AUGUSTA • For all his achievements, Japan's world No. 14 Hideki Matsuyama does not have quite the rock-star status at home of fellow pro Ryo Ishikawa, or even some of his nation's top women golfers.
That could all change this morning (Singapore time) if Matsuyama becomes the first Japanese man to win a Major golf title.
Lacking in charisma, he prefers to let his clubs do the talking, and the 24-year-old has made quite a racket at the Masters, firing an even-par 72 on Saturday to grab a share of third alongside Bernhard Langer.
The duo will go into the final round just two strokes behind leader Jordan Spieth. If Matsuyama prevails, he will be the second Asian man to win a Major, after Y.E. Yang's victory in the 2009 PGA Championship.
The previous best finish at the Masters for a Japanese player was fourth, by Toshi Izawa in 2001 and Shingo Katayama in 2009.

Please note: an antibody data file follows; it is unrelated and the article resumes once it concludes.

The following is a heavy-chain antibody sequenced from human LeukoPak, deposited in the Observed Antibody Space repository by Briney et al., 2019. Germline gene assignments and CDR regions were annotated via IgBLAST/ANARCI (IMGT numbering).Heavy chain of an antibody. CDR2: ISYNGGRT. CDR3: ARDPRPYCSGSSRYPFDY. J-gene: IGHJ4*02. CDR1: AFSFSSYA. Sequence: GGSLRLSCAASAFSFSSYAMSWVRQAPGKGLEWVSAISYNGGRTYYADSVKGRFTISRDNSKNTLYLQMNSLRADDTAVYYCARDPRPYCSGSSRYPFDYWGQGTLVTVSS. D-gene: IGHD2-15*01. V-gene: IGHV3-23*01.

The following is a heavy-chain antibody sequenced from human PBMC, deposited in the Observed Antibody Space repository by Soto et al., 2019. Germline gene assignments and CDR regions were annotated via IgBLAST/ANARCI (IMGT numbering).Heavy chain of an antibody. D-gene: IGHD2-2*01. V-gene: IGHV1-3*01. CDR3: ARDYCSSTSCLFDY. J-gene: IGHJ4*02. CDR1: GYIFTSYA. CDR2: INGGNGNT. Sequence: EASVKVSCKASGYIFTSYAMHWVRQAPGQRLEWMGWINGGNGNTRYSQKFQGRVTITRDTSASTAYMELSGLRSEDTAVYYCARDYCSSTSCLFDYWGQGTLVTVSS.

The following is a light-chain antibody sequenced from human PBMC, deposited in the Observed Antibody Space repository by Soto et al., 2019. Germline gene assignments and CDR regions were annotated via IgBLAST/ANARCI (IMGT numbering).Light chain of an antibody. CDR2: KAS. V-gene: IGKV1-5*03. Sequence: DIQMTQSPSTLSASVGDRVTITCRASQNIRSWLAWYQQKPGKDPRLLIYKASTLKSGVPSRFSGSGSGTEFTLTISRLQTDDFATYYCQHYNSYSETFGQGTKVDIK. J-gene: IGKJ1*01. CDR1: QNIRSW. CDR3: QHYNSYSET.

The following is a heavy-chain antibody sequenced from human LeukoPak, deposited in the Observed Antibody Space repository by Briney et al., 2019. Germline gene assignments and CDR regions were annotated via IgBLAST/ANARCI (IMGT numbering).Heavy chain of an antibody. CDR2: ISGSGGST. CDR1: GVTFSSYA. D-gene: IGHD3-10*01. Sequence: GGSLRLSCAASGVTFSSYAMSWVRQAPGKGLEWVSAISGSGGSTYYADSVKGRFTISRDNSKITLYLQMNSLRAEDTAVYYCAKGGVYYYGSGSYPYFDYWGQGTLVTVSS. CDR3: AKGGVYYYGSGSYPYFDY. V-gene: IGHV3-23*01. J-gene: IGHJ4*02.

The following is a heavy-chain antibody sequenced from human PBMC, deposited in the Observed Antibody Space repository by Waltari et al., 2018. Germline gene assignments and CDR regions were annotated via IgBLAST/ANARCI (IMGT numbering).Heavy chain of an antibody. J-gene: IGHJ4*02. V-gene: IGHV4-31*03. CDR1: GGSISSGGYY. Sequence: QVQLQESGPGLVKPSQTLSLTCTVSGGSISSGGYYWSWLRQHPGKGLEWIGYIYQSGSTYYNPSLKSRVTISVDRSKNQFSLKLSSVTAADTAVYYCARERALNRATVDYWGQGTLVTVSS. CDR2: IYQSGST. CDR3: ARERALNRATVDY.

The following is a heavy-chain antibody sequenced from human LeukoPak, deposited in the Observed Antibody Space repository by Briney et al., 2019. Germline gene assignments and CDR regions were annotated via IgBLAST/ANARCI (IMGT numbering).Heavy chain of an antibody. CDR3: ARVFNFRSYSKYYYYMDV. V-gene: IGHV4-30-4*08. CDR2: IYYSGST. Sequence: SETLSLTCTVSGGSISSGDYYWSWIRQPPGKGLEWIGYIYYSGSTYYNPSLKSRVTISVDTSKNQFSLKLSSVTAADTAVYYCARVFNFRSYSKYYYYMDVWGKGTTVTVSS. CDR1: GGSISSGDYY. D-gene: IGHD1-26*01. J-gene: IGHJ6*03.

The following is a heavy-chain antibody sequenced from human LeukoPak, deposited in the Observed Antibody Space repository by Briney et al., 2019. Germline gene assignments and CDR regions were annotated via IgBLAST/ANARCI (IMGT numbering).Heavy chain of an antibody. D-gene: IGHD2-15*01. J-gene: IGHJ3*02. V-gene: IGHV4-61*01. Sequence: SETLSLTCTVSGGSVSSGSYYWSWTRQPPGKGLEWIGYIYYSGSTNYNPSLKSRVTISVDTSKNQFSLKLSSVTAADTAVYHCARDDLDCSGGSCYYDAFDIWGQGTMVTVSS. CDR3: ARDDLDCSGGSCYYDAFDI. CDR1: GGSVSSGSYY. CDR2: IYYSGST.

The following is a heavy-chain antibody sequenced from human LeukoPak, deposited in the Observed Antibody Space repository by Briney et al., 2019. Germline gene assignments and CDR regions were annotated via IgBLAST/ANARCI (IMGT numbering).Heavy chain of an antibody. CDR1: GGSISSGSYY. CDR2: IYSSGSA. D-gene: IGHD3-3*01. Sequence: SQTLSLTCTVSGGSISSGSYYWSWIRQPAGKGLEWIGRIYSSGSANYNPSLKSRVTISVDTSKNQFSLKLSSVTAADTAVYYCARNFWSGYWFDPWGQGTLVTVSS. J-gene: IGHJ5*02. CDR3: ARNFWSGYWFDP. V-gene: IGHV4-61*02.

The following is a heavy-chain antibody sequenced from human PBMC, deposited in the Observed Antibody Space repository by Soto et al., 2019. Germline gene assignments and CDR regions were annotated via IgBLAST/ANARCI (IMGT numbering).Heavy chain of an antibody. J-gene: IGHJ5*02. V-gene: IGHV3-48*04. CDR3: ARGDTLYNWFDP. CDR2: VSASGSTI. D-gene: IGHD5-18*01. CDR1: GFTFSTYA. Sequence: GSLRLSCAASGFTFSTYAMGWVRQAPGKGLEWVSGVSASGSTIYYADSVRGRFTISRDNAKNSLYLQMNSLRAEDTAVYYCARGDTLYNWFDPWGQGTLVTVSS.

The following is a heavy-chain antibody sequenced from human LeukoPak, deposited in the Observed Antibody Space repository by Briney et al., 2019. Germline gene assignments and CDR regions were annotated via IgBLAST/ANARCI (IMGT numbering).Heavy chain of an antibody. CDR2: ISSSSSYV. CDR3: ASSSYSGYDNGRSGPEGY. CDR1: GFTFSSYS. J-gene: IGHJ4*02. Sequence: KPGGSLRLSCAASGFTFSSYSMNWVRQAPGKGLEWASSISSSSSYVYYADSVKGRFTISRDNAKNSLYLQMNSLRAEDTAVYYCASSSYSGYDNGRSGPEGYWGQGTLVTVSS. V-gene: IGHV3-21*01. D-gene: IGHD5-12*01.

Matsuyama had pulled within one of Spieth on Saturday, when he sank a 27-foot birdie putt on the 14th hole to reach three under. But bogeys at the par-three 16th and par-four 17th dropped him back.
The Japanese, however, shot a final-round 66 last year. And he believes he has improved since.
"I learnt last year I just have to get better all around, especially my putting," said the winner of two PGA Tour events and six on the Japan Tour, who is now based in Orlando, Florida.
"And I worked hard on putting, and this year I've had success and putted better than I had last year. I did prepare hard and well for this week and it has paid off so far."
It helps that he has few interests outside golf.
"I like golf," he said, when asked about his hobbies.
"Right now the women's Tour in Japan is very, very popular. Hopefully a Major win would give more popularity to the men's Tour, and hopefully someday we can do that."
AGENCE FRANCE-PRESSE, REUTERS